For retro gaming, there’s really no substitute for original hardware. As it ages, though, a lot of us need to find something passable since antique hardware won’t last forever. If a console isn’t working properly an emulator can get us some of the way there, but using an original controller is still preferred even when using emulators. To that end, [All Parts Combined] shows us how to build custom interfaces between original Nintendo controllers and a PC.
The build starts by mapping out the controller behavior. Buttons on a SNES controller don’t correspond directly to pins, rather a clock latches all of the button presses at a particular moment all at once during each timing event and sends that information to the console. To implement this protocol an Adafruit Trinket is used, and a thorough explanation of the code is given in the video linked below. From there it was a simple matter of building the device itself, for which [All Parts Combined] scavenged controller ports from broken Super Nintendos and housed everything into a tidy box where it can be attached via USB to his PC.
While it might seem like a lot of work to get a custom Nintendo controller interface running just because he had lost his Mega Man cartridge, this build goes a long way to understanding a custom controller protocol. Plus, there’s a lot more utility here than just playing Mega Man; a method like this could easily be used to interface other controllers as well. We’ve even seen the reverse process where USB devices were made to work on a Nintendo 64.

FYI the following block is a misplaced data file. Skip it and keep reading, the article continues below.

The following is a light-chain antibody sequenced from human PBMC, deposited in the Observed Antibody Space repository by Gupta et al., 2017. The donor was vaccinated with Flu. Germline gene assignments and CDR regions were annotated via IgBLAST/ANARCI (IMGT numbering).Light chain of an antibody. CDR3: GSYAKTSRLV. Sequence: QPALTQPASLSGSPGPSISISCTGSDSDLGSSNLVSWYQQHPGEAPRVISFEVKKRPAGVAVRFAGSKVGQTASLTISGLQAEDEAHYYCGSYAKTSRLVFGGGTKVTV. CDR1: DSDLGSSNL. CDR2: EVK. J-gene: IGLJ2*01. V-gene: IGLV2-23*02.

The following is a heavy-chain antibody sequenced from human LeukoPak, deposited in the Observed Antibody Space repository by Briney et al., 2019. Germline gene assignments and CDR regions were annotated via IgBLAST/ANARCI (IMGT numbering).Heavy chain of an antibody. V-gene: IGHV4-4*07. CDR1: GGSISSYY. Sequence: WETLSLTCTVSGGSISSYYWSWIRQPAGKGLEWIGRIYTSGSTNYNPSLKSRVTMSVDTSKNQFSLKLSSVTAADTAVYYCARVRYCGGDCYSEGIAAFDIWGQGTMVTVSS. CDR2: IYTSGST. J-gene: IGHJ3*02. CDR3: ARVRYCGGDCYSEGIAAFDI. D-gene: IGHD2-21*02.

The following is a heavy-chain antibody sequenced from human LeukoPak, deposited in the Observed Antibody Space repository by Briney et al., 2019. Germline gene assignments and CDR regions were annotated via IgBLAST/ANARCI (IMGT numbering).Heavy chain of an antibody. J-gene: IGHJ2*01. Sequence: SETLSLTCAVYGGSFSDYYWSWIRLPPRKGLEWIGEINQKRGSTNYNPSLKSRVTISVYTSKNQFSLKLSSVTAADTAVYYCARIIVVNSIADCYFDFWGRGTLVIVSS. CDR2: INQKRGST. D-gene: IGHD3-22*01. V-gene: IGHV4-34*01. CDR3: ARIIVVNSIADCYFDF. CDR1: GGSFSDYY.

5 thoughts on “Understanding Custom Signal Protocols With Old Nintendos”
ya know its just a p>s shift register and SPI right?
That was the first thing I thought. But then, that’s just how things are done these days. You don’t see programmable logic devices or CPLDs any more either, because everything is easier with microcontrollers. I’m not really defending this, but it is what it is. Sure, you could try educating the newer generation by sending them to [Ben Eater]’s YouTube page (https://www.youtube.com/user/eaterbc), but they would just say, “why order a special part when I have a drawer full of microcontroller dev boards?”
Sure, but the way we have to interface things has radically changed. I recall when I was in high school electronics modifying an SNES controller to be used on a parallel port with the ZSNES “controller on lpt1” settings.
It’s refreshing to see people going back to the basics adapted to how we work with things today, even if it’s not how we used to remember it.
That paint wrinkling was probably caused by using two different types of paints that are not compatible, so the solvent used in the purple paint caused the gray paint to swell and soften.
or its layers are too thick
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